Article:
Systematic review of clinical outcomes after prophylactic surgery

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Abstract

INTRODUCTION

Prophylactic appendicectomy is performed prior to military, polar and space expeditions to prevent acute appendicitis in the field. However, the risk-benefit ratio of prophylactic surgery is controversial. This study aimed to systematically review the evidence for prophylactic appendicectomy. It is supplemented by a clinical example of prophylactic surgery resulting in life-threatening complications.

METHODS

A systematic review was performed using MEDLINE® and the Cochrane Central Register of Controlled Trials. Keyword variants of ‘prophylaxis’ and ‘appendicectomy’ were combined to identify potential papers for inclusion. Papers related to prophylactic appendicectomy risks and benefits were reviewed.

RESULTS

Overall, 511 papers were identified, with 37 papers satisfying the inclusion criteria. Nine reported outcomes after incidental appendicectomy during concurrent surgical procedures. No papers focused explicitly on prophylactic appendicectomy in asymptomatic patients. The clinical example outlined acute obstruction secondary to adhesions from a prophylactic appendicectomy. Complications after elective appendicectomy versus the natural history of acute appendicitis in scenarios such as polar expeditions or covert operations suggest prophylactic appendicectomy may be appropriate prior to extreme situations. Nevertheless, the long-term risk of adhesion related complications render prophylactic appendicectomy feasible only when the short-term risk of acute appendicitis outweighs the long-term risks of surgery.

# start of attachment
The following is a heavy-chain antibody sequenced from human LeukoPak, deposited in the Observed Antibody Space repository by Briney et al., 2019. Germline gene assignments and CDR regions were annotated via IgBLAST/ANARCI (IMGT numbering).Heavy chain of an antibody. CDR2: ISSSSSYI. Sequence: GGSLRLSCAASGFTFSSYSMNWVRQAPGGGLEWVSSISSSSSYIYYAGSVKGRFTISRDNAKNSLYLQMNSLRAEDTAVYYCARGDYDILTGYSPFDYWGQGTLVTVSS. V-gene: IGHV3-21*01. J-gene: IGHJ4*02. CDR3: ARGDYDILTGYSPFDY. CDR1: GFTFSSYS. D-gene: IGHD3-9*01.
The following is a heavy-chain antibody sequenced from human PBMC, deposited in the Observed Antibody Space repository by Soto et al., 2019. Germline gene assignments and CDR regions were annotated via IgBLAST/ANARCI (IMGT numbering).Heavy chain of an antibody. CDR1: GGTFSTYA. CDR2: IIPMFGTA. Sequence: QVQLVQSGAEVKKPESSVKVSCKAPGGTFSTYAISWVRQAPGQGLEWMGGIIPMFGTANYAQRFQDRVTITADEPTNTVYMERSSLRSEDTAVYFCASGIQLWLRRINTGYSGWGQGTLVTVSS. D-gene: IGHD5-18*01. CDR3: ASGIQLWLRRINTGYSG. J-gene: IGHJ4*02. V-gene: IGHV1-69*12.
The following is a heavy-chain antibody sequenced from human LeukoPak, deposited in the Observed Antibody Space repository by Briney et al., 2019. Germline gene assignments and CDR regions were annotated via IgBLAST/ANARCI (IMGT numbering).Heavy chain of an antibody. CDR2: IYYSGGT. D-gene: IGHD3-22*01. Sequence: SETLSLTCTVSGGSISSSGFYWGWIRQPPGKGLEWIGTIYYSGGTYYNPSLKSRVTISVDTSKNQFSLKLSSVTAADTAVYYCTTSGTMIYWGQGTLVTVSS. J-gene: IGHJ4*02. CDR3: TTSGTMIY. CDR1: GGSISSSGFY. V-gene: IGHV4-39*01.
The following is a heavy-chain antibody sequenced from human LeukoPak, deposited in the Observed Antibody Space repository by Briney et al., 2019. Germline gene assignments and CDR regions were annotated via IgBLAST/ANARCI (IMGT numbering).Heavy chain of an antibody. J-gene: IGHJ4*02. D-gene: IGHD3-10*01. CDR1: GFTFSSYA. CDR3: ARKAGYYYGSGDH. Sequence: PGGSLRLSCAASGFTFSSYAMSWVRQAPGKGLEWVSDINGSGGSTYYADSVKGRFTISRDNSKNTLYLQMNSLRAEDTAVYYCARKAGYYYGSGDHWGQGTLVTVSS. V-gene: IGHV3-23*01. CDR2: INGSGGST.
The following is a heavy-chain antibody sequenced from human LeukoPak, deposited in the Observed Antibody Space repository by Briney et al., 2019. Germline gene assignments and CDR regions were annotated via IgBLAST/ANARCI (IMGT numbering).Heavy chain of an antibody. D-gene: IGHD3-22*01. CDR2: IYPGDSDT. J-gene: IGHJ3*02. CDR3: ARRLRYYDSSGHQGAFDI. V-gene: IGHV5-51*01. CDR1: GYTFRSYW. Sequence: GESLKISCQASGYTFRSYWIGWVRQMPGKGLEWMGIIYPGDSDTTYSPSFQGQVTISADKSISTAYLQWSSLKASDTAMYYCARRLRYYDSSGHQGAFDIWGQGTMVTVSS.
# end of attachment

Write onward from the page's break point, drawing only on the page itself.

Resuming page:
CONCLUSIONS

Prophylactic appendicectomy is rarely performed and not without risk. This is the first documented evidence of long-term complications following prophylactic appendicectomy. Surgery should be considered on an individual basis by balancing the risks of acute appendicitis in the field with the potential consequences of an otherwise unnecessary surgical procedure in a healthy patient.

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